As a woman opposed to slut-shaming, I love seeing women celebrate their sexual appetite for someone who hits it so good you want to create the conditions that keep him around. Enter Bey, who becomes the stereotypical Suga Daddy in her 2006 jam, "Suga Mama." She's found her favorite courtesan and is willing to pay big bucks to transform him into a kept man. The song affirms my own desire for a high-quality brand of Vitamin D. Plus, she reminds me: Women don't have to play the oft-expected submissive role in bed. 

However – and this may seem like a stretch – this song has a white feminist undercurrent that leaves me wanting more than playing out sexual fantasies. As OG intersectional feminist Audre Lorde warned: "The master's tools will never dismantle the master's house." The reality Lorde helped me see is that many men fear having to compete with women on equal footing, and risking the ultimate humiliation of losing (their privileges as society's masters) to a girl. Pretending to be a Suga Mama seems to imply that, like a man, Beyoncé refuses to lose to anyone – even if it requires play-acting as the prototypical sexually needy and domineering man. 

If Beyoncé thinks flipping already problematic gender roles will free women from the economic oppression baked into a male-dominated society, she's projecting a white feminist delusion. Playing the economic exploiter instead of the exploited doesn't make systemic oppression go away. Lying to ourselves only offers a fashionable set of rose-colored glasses that leads us to think fighting to be men – and not against the human hierarchy that they unfairly benefit from – is the path to gender equality.

"Crazy in Love" off of "Dangerously in Love" (2003)

I've been playing myself, baby, I don't care
'Cause your love's got the best of me
And, baby, you're making a fool of me
You got me sprung and I don't care who sees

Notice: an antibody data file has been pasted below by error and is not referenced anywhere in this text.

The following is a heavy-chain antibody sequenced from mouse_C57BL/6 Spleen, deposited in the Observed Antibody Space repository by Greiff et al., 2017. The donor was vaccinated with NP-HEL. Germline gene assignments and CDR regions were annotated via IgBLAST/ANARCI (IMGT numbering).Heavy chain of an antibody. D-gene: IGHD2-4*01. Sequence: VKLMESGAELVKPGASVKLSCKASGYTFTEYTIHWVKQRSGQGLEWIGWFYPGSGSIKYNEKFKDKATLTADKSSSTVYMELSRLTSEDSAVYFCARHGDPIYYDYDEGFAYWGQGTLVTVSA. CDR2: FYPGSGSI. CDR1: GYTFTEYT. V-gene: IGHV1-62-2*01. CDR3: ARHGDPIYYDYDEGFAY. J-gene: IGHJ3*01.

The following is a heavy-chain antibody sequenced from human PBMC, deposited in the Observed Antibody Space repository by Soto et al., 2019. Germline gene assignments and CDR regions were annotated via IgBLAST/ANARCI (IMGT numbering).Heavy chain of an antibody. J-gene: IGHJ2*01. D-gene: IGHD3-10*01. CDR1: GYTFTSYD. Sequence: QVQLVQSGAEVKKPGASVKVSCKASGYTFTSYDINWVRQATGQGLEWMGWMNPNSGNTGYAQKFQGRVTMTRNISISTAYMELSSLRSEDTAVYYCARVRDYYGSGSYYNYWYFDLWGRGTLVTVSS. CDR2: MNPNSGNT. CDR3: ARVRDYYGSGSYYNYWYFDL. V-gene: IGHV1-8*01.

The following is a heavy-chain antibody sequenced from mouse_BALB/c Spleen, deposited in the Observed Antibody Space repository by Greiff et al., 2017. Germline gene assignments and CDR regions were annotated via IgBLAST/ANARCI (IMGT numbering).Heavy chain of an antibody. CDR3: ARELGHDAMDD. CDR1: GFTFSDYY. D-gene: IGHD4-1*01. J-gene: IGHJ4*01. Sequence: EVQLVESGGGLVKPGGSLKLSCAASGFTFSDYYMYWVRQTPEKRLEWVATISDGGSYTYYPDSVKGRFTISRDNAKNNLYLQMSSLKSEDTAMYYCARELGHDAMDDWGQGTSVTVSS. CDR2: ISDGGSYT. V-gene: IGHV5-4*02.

'Cause, baby, you got me, you got me so crazy . . .
Your touch got me looking so crazy right now (Baby, your touch)
Got me hoping you'll page me right now (Yeah, babe)
Your kiss got me hoping you'll save me right now (Oh)

In "Crazy in Love," Beyoncé reassures her partner that she appreciates the awe-inspiring love he shares, and is bonkers for their relationship. Despite media depictions of men as stoic, Beyoncé and I both know men can be vulnerable and emotionally insecure from time to time – anyone, regardless of gender, needs reassurance from their partner. Not Beyoncé's! She is boastful about losing her identity, becoming a woman who is "not herself" and "playing herself" for a man's hypnotic affection. 

In a popular interview Chimamnda Ngozi Adichie critiqued Beyoncé's feminist style, saying it "gives quite a lot of space to the necessity of men . . . did he hurt me, do I forgive him, did he put a ring on my finger?" Granted, Adichie's sentiments about trans women are as ridiculous as the ideological entirety of white feminism, which may call into question her legitimacy as a women's advocate. Still, her incisive commentary on the outsized attention women give men resonates with me. 

So, I wonder if Beyoncé's obsessiveness in this song – which reminds me of how I, too, have fetishized men – goes too far. I recently told a woman friend, "I should walk around with a sign that says, 'If you're an intelligent and charismatic man, please stay away from me.'" I hadn't yet realized that romantic entanglements with men aren't inherently dangerous. The true threat is the dignity I lose when obsessing over their approval or disregard.

"Independent Women, Pt. 1" off of "Survivor" (2001) 

The shoes on my feet, I bought 'em
The clothes I'm wearing, I bought 'em
The rock I'm rocking, I bought it
'Cause I depend on me if I want it
The watch I'm wearing, I bought it
The house I live in, I bought it
The car I'm driving, I bought it